— Old Greek Folk Stories Told Anew • Josephine Preston Peabody

... the big stack, weel winnow't on the hill, Wi' divots theekit[9] frae the weet an' drift, Sods, peats, and heathery turfs the chimley[10] fill, An' gar their thickening smeek[11] salute the lift. The gudeman, new come hame, is blithe to find, Whan he out ...
— Specimens with Memoirs of the Less-known British Poets, Complete • George Gilfillan

... of an inch in the position of the suspended animal annihilates the famous legend. Even so, many a time, the most elementary sieve, handled with a little logic, is enough to winnow the confused mass of affirmations and to release the good ...
— The Wonders of Instinct • J. H. Fabre

... giraffe, wild ass, lion, ostrich, python, &c., are found; it is chiefly inhabited by nomadic and often warlike Moors, Arabs, Berbers, and various negro races. The greater part is within the sphere of French influence. "When the winds waken, and lift and winnow the immensity of sand, the air itself is a dim sand-air, and dim looming through it, the wonderfullest uncertain colonnades of sand-pillars whirl from this side and from that, like so many spinning dervishes, of ...
— The Nuttall Encyclopaedia - Being a Concise and Comprehensive Dictionary of General Knowledge • Edited by Rev. James Wood

... who consult the manner of Addresses in former times, will find them to have been manag'd in the House of Commons, with all the calmness and circumspection imaginable. The Crimes were first maturely weigh'd, and the whole matter throughly winnow'd in Debates. After which, if they thought it necessary for the publick wellfare, that such a person should be remov'd, they dutifully acquainted the King with their opinion, which was often favourably heard; and their desires ...
— His Majesties Declaration Defended • John Dryden

... my dear lord, to have been the first to announce your brother's legacy to you, but I am glad whenever my news reach you without being quite stale. I see but few persons here. I begin my letters without knowing when I shall be able to fill them, and then am to winnow a little what I hear, that I may not send you absolute secondhand fables: for though I cannot warrant all I tell you, I hate to send you every improbable tale that is vented. You like, as one always does in absence, to hear the common occurrences ...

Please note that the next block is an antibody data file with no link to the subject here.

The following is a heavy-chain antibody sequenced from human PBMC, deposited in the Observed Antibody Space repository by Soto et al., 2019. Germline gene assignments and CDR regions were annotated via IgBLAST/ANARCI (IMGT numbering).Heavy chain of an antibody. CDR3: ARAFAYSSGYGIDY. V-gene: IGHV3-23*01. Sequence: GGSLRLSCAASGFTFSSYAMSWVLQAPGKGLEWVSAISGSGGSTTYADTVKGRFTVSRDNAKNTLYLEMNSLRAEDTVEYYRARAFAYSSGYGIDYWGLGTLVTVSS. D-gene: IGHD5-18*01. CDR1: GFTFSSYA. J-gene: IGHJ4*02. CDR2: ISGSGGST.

— The Letters of Horace Walpole Volume 3 • Horace Walpole

... the Cap'n. "Eased sheets here in this puddle, in a breeze about stiff enough to winnow oats! Supposin' it was a blow, with a gallopin' sea! Me runnin' around this deck taggin' gool on halyards, lifts, sheets, and downhauls, and them hoss-marines follerin' me up. Davy Jones would die laughin', ...
— The Skipper and the Skipped - Being the Shore Log of Cap'n Aaron Sproul • Holman Day

... therefore I at last Perforce conclude some angry Deity. Steeds have I none or chariot to ascend, 225 Who have eleven chariots in the stands Left of Lycaon, with fair hangings all O'ermantled, strong, new finish'd, with their steeds In pairs beside them, eating winnow'd grain. Me much Lycaon my old valiant sire 230 At my departure from his palace gates Persuaded, that my chariot and my steeds Ascending, I should so conduct my bands To battle; counsel wise, and ill-refused! ...
— The Iliad of Homer - Translated into English Blank Verse • Homer